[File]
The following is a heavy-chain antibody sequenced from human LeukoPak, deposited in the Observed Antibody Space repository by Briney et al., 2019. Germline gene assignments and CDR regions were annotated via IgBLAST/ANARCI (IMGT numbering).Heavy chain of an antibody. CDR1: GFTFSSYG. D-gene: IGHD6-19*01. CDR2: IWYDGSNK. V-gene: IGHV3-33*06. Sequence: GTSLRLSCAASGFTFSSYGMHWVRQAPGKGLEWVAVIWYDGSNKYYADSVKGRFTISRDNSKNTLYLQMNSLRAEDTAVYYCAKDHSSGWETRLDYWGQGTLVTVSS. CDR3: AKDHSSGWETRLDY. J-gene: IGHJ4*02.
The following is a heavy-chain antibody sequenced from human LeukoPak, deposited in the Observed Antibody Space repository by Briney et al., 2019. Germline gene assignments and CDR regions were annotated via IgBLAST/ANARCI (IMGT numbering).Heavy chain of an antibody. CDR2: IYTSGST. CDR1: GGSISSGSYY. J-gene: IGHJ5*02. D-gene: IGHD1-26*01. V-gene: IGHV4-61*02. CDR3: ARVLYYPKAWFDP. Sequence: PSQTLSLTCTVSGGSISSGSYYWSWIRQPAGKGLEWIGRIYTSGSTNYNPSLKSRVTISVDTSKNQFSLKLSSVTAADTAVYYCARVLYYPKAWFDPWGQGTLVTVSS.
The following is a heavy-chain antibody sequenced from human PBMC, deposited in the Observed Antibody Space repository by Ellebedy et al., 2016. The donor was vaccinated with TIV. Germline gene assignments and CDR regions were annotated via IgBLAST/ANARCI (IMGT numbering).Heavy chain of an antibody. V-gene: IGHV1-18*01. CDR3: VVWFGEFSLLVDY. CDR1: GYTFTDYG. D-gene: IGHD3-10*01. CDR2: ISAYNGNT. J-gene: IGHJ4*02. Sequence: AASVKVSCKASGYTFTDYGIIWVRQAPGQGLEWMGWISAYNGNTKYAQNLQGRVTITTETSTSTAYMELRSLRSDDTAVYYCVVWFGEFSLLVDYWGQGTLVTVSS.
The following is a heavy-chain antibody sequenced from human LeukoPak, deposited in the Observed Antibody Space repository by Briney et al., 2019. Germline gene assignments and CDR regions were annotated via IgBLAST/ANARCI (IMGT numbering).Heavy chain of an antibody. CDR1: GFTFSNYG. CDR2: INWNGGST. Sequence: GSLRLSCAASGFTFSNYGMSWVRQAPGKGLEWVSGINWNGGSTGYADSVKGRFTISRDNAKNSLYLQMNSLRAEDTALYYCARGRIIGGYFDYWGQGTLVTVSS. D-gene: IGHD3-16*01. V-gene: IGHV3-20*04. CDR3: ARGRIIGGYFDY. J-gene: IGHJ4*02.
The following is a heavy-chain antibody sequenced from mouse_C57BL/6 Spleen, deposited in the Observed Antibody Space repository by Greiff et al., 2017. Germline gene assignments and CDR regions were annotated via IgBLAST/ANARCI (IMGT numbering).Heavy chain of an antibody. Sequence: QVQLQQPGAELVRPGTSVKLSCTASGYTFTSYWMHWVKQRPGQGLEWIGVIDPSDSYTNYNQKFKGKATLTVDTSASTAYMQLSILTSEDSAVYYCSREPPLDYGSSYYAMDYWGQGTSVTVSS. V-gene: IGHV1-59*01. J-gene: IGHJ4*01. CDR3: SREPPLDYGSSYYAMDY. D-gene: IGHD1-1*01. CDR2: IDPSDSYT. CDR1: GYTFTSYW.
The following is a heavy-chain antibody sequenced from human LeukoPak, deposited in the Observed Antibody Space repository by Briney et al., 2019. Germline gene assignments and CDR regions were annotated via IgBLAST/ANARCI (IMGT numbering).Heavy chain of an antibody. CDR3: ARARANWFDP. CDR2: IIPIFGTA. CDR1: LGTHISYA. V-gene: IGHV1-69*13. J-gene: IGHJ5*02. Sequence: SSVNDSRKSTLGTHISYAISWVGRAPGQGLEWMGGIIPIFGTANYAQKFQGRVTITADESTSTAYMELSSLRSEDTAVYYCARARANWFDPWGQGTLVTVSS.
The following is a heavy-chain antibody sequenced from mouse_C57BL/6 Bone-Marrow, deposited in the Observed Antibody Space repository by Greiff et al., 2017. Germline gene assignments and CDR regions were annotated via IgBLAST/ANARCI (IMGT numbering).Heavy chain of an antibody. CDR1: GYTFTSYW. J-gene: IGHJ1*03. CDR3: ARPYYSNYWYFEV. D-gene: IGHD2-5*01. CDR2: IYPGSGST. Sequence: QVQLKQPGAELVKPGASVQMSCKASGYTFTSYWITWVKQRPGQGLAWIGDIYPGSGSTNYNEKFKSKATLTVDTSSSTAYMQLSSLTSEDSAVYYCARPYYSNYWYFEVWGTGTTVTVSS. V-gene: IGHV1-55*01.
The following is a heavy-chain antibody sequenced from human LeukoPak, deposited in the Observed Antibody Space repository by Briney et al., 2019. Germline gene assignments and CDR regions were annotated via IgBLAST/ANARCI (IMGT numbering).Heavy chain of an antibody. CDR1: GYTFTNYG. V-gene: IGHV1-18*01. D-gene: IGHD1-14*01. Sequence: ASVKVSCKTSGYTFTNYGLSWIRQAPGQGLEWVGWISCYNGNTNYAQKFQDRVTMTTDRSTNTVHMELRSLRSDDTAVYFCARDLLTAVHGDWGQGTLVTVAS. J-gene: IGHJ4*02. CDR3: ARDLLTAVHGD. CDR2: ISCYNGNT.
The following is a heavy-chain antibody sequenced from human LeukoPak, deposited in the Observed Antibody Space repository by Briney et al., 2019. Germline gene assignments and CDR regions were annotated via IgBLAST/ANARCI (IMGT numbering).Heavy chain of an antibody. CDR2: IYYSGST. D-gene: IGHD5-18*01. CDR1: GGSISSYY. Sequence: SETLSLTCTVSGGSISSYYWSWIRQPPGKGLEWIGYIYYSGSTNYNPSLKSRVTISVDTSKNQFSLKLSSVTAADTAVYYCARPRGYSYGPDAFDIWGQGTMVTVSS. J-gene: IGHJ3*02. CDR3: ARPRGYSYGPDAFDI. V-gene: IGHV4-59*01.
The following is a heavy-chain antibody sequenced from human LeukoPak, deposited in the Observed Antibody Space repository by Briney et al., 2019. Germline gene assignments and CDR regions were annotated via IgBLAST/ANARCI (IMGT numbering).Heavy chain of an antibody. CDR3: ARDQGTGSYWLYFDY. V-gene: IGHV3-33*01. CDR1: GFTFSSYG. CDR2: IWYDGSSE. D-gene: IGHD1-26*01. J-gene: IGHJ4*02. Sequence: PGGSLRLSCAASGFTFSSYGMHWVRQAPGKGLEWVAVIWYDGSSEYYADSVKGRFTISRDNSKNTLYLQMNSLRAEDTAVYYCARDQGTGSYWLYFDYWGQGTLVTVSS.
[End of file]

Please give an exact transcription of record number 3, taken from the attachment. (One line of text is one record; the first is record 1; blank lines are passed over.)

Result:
The following is a heavy-chain antibody sequenced from human PBMC, deposited in the Observed Antibody Space repository by Ellebedy et al., 2016. The donor was vaccinated with TIV. Germline gene assignments and CDR regions were annotated via IgBLAST/ANARCI (IMGT numbering).Heavy chain of an antibody. V-gene: IGHV1-18*01. CDR3: VVWFGEFSLLVDY. CDR1: GYTFTDYG. D-gene: IGHD3-10*01. CDR2: ISAYNGNT. J-gene: IGHJ4*02. Sequence: AASVKVSCKASGYTFTDYGIIWVRQAPGQGLEWMGWISAYNGNTKYAQNLQGRVTITTETSTSTAYMELRSLRSDDTAVYYCVVWFGEFSLLVDYWGQGTLVTVSS.